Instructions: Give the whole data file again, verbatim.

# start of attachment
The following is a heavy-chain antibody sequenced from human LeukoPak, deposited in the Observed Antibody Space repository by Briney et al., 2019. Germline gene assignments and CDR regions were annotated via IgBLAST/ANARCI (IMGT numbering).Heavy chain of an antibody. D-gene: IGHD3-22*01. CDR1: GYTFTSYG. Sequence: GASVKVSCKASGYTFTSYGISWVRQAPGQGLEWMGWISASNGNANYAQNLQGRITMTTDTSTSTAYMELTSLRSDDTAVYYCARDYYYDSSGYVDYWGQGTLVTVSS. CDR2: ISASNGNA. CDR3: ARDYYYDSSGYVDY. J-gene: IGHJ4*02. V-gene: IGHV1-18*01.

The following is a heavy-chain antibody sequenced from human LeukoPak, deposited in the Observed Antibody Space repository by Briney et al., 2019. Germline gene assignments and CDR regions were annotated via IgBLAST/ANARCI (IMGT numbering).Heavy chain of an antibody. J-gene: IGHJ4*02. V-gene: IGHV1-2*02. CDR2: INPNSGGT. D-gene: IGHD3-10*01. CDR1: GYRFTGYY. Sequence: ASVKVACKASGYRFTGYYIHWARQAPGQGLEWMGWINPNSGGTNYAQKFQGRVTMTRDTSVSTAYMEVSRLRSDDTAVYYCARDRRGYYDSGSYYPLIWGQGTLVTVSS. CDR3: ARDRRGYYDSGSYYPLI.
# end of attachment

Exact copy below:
The following is a heavy-chain antibody sequenced from human LeukoPak, deposited in the Observed Antibody Space repository by Briney et al., 2019. Germline gene assignments and CDR regions were annotated via IgBLAST/ANARCI (IMGT numbering).Heavy chain of an antibody. D-gene: IGHD3-22*01. CDR1: GYTFTSYG. Sequence: GASVKVSCKASGYTFTSYGISWVRQAPGQGLEWMGWISASNGNANYAQNLQGRITMTTDTSTSTAYMELTSLRSDDTAVYYCARDYYYDSSGYVDYWGQGTLVTVSS. CDR2: ISASNGNA. CDR3: ARDYYYDSSGYVDY. J-gene: IGHJ4*02. V-gene: IGHV1-18*01.

The following is a heavy-chain antibody sequenced from human LeukoPak, deposited in the Observed Antibody Space repository by Briney et al., 2019. Germline gene assignments and CDR regions were annotated via IgBLAST/ANARCI (IMGT numbering).Heavy chain of an antibody. J-gene: IGHJ4*02. V-gene: IGHV1-2*02. CDR2: INPNSGGT. D-gene: IGHD3-10*01. CDR1: GYRFTGYY. Sequence: ASVKVACKASGYRFTGYYIHWARQAPGQGLEWMGWINPNSGGTNYAQKFQGRVTMTRDTSVSTAYMEVSRLRSDDTAVYYCARDRRGYYDSGSYYPLIWGQGTLVTVSS. CDR3: ARDRRGYYDSGSYYPLI.